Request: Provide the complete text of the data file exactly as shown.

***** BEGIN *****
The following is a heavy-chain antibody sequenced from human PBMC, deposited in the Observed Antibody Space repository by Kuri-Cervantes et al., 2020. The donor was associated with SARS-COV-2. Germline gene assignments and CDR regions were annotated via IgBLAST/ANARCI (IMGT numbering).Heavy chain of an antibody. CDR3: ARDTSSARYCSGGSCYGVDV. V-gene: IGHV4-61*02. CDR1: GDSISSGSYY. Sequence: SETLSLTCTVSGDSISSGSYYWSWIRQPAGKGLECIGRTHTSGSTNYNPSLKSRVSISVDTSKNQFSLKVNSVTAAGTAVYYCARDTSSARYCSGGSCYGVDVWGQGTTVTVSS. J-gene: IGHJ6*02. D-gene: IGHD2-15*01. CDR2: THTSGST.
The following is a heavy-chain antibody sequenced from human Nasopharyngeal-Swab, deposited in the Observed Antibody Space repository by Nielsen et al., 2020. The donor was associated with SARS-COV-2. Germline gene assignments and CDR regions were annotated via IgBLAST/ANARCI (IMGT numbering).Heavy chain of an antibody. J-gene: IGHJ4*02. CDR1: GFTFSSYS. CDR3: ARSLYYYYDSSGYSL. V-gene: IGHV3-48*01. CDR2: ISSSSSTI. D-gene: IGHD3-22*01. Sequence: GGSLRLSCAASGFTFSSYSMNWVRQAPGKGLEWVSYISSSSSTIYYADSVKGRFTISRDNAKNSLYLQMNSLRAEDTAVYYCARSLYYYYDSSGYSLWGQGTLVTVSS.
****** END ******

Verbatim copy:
The following is a heavy-chain antibody sequenced from human PBMC, deposited in the Observed Antibody Space repository by Kuri-Cervantes et al., 2020. The donor was associated with SARS-COV-2. Germline gene assignments and CDR regions were annotated via IgBLAST/ANARCI (IMGT numbering).Heavy chain of an antibody. CDR3: ARDTSSARYCSGGSCYGVDV. V-gene: IGHV4-61*02. CDR1: GDSISSGSYY. Sequence: SETLSLTCTVSGDSISSGSYYWSWIRQPAGKGLECIGRTHTSGSTNYNPSLKSRVSISVDTSKNQFSLKVNSVTAAGTAVYYCARDTSSARYCSGGSCYGVDVWGQGTTVTVSS. J-gene: IGHJ6*02. D-gene: IGHD2-15*01. CDR2: THTSGST.
The following is a heavy-chain antibody sequenced from human Nasopharyngeal-Swab, deposited in the Observed Antibody Space repository by Nielsen et al., 2020. The donor was associated with SARS-COV-2. Germline gene assignments and CDR regions were annotated via IgBLAST/ANARCI (IMGT numbering).Heavy chain of an antibody. J-gene: IGHJ4*02. CDR1: GFTFSSYS. CDR3: ARSLYYYYDSSGYSL. V-gene: IGHV3-48*01. CDR2: ISSSSSTI. D-gene: IGHD3-22*01. Sequence: GGSLRLSCAASGFTFSSYSMNWVRQAPGKGLEWVSYISSSSSTIYYADSVKGRFTISRDNAKNSLYLQMNSLRAEDTAVYYCARSLYYYYDSSGYSLWGQGTLVTVSS.